A sharp bear market from today's depressed levels is not unthinkable. After all, Toll Brothers (NYSE:TOL) is trading at almost 40X expected current FY earnings. NVR (NYSE:NVR) is around 17X expected current FY earnings. Neither TOL nor NVR has ever paid a dividend. PulteGroup (NYSE:PHM) has seen earnings estimates for its current year slashed and is now at 15X expected earnings. It has a nominal (and insecure) dividend yield of 1.2%. None of these stocks has any special book value support, either, though they are not badly valued. (An old dictum that may still be valid was to buy homebuilding stocks at or below 1X book and sell them at 2X book. This is because the book value is basically the homes and land under development, and in the Old Normal builders did not lose money very often building homes.)
Also, within the past 6 months, there was no insider buying in TOL or PHM, while there was one insider buy at NVR.
Housing stocks tend to trend, so given high P/Es and non-compelling support from book value, I'm tactically bearish on them right now in this rising interest rate environment. However, I also suspect that if a renewed bear market occurs in these stocks, it will be a great buying opportunity. The time is not ripe to buy in my view.
No one indicator can predict an entire market. However, the fact that lumber prices have been unchanged for 20 years and that the ITB and XHB would have peaked in 2005 (had they been formed yet) and remain A) depressed and B) at risk of dropping a good deal further continues to remind me that downside risks to stock prices overall are high and unquantifiable.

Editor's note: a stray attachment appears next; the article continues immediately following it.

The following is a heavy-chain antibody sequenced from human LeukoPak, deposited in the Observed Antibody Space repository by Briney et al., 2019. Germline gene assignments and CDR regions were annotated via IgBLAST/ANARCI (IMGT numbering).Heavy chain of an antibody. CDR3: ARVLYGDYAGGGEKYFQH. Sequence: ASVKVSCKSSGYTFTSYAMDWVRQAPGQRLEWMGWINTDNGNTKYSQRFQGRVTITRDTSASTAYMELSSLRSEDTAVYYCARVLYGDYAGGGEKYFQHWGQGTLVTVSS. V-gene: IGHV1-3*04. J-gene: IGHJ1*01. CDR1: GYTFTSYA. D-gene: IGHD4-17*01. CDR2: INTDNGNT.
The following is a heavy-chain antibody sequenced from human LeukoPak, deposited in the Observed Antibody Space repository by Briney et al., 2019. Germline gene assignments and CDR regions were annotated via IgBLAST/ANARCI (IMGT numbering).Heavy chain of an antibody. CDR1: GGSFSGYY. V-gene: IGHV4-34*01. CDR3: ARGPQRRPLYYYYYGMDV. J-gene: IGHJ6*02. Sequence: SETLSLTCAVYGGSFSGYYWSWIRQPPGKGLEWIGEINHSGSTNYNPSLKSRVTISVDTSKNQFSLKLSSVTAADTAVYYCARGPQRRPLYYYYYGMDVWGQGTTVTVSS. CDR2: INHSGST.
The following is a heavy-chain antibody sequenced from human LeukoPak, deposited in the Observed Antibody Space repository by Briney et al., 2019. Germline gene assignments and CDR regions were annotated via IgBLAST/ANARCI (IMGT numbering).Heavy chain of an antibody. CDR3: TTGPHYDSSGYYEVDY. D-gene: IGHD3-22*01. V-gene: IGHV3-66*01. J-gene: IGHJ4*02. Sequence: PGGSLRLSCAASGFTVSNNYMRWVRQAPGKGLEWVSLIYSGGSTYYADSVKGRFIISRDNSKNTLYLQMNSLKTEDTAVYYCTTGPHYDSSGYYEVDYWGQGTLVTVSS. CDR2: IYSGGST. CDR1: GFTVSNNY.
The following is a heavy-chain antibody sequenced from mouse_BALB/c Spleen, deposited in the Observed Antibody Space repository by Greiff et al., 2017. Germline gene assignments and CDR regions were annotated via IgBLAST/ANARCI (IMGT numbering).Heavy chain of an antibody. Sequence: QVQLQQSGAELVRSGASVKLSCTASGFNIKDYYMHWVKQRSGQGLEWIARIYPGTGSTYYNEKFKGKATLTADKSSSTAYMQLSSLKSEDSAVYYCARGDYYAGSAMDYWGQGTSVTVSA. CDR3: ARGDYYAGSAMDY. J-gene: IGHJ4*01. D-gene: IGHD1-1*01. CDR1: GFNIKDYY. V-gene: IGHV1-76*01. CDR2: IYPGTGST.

Conclusion: Immense efforts have been made to help the housing market heal. Given this, it should be disconcerting to bulls on the economy that lumber prices suffered a 1/3 off sale and that housing stocks have re-entered an unexpected bear market. When these have been seen in economic cycles since 1990 several years out of a recession, it has not marked the top of the economic cycle or the top of the stock market. However, in the fullness of time, an investor who exited stocks when lumber had entered a bear market this far from the bottom of a recession and went to cash was eventually rewarded with low-risk entry points in a subsequent bear market setting.
Stock market investors may be wise to avoid housing-related equities and perhaps focus on non-interest-sensitive sectors such as tech, commodities and cyclical industrial stocks. Given this year's bear markets in lumber, wood products, and housing stocks, the possibility that the stock market as a whole might suffer a sharp downdraft soon, as in 2011, may be worth considering.
Disclosure: I have no positions in any stocks mentioned, and no plans to initiate any positions within the next 72 hours. I wrote this article myself, and it expresses my own opinions. I am not receiving compensation for it (other than from Seeking Alpha). I have no business relationship with any company whose stock is mentioned in this article.
Additional disclosure: Not investment advice. I am not an investment adviser.